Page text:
Naala wonders if the kid crying is lost and decides to approach him. He last recalls coming through a dark, narrow alley and though she’s hesitant, she can’t leave him alone. Just then, Slen comes by asking if the boy is stirring up trouble despite knowing that Naala is his bride. Of course Naala is taken aback, but Slen says that she’s too trusting of people and kids are only innocent when in their mother’s wombs. To her surprise, the boy’s expression turns dark and runs off. Slen calls her a fool ‘cos if she followed the kid, she would’ve become a **** **** for nobles. Naala is shocked that he said such a vulgar word but he merely smirks, saying that at least she got the picture easily and should thank him for saving her. Knowing that it’s a fact, she thanks him and this in turn surprises Slen. She admits that one should give proper thanks no matter what, even if she hates him, and she wouldn’t have wanted to end up like that either. Slen asks if she’s willing to be his bride now, and Naala is speechless as to how the topic went that direction. She then asks if the kid isn’t really lost. Slen explains that the kid gets money from nobles to lure women to a place with no one, and then other men take over from then. The captured women are then sold at high prices. It’s against the law and they will die if found out – but if they get away with it then it’s a profitable, risky business.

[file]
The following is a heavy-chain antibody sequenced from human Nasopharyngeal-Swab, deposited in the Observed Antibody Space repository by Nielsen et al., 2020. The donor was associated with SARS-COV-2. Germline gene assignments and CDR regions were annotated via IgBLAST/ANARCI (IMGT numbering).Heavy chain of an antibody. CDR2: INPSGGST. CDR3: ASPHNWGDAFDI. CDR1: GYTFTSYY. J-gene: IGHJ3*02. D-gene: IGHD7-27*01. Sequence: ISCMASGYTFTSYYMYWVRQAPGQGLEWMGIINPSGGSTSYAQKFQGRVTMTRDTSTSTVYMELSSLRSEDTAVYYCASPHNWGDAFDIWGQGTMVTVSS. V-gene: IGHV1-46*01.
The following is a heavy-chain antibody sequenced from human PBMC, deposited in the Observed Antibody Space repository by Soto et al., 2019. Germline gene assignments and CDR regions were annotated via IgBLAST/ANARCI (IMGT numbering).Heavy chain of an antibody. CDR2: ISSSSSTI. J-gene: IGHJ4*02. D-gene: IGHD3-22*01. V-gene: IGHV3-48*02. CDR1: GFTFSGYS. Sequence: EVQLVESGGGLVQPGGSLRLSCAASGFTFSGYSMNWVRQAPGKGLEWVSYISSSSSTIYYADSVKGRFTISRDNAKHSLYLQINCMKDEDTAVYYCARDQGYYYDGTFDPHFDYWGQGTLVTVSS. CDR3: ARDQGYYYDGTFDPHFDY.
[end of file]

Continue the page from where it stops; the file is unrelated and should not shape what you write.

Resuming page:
As part of the military, it’s part of his job to go on rounds to keep watch – aka he’s working at the moment. Naala sees that he’s visibly tired and comes down to do the work himself instead of passing it onto his subordinates. She then asks why Slen didn’t capture the kid, and he replies that even if he does so the kid probably doesn’t know who the nobles responsible for this are. Out of the blue, he asks what she’s doing here, if she’s buying anything. All Naala wants to do is just get away though Slen actually knows from the start that she was buying information, but doubts she got much out of it. He then asks her to accompany him as he’s taking a break now, meaning he saved her despite not on work hours. Luckily for Naala, Slen is called out to by Nalan, who literally stares at her with his mouth open. He wants to introduce himself when Slen introduces her as his bride, but gets dragged away instead. Though they call each other brothers, they don’t appear similar. Slen waves to her as he looks forward to their wedding night but Naala furrows her eyebrows since there’s no way she’ll choose him even if all other men are dead.

She also recalls that one girl, Haru, seemed to be really down and is worried that she’ll harm herself. So Naala reminds herself to go visit her the next day. Both Sarana and Sharu are up together with her, and on a night with a bright moon out, they are reminded of the promise they made when they were 7. They promised that they’ll always be together, and as adults now again, they promise to overcome all obstacles together. It’s believed that with a bright moon out, the spirits will bless you – so exchanging wine over a promise will make that promise eternal. Both Sharu and Sarana confess that it’s ‘cos of Naala that they’re here today. They all met each other at school and each had their own difficulties. Sarana was bullied ‘cos she’s of mixed blood – her mother was captured by bandits and when she finally returned to Nasula, she was pregnant with Sarana and hence, everyone treated Sarana coldly. Sharu was overweight when she was young and often teased for that. Naala was down at that time ‘cos her mother had been abducted and hence was also supported by the both of them.